Horror stories show need to scrutinize industrial control systems

Industrial control systems are increasingly being connected to the Internet, which means they’re vulnerable to the same kinds of misconfiguration and software vulnerability problems as devices on IT networks. It’s particularly worrisome if the operational network can link to the IT networks.

How big a problem? SecurityWeek.com recently interviewed several vendors who sell solutions designed for protecting ICS systems and discovered a number of horror stories on customer networks, like these:

–A network administrator at a company temporarily connected a router with known vulnerabilities to the Internet for maintenance purposes. The main firewall was configured to limit the access from the Internet to a specific PC as a precaution. However, the network connectivity of the router to a SCADA (supervisory control and data acquisition) switch wasn’t right, leaving it — and the entire ICS network — open to attack;

–All of a manufacturing plant’s ICS devices were from a tier-1 provider, except for one PLC (programmable logic controller) which was from an obscure supplier. One customer asked the manufacturer to use that specific PLC to produce their products so their engineers could connect remotely and modify its configurations. It’s nice to be attentive to a customer. However, a regulator discovered the device also could have been hacked;

–A vendor doing a cybersecurity assessment of a food and beverage facility in Europe discovered that not only could the plant’s office network be accessed from its ICS (and vice versa), so were the networks of dozens of other facilities in other parts of the world, including some that had been sold to a competitor and no longer belonged to that company. “The most surprising finding was that the ICS network was also accessible from a terminal in the plant’s canteen, which was located outside the plant’s perimeter and offered breakfast and lunch to outside visitors.”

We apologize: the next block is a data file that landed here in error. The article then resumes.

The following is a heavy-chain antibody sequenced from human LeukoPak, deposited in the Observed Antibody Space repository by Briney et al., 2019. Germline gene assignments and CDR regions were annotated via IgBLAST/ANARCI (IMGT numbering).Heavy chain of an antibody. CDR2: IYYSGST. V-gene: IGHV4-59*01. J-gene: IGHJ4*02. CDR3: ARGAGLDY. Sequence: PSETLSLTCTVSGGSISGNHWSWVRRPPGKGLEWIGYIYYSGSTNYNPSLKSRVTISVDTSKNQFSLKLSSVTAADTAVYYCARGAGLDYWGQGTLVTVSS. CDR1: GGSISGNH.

Some of these problems are due to misconfigurations, and some are due to network complexity after acquisitions. Whatever the cause they are perfect examples of why industrial control systems and the networks they are attached to have to be carefully scrutinized.

Read the full story here.

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Howard Solomon
Howard Solomon
Currently a freelance writer, I'm the former editor of ITWorldCanada.com and Computing Canada. An IT journalist since 1997, I've written for several of ITWC's sister publications including ITBusiness.ca and Computer Dealer News. Before that I was a staff reporter at the Calgary Herald and the Brampton (Ont.) Daily Times. I can be reached at hsolomon [@] soloreporter.com

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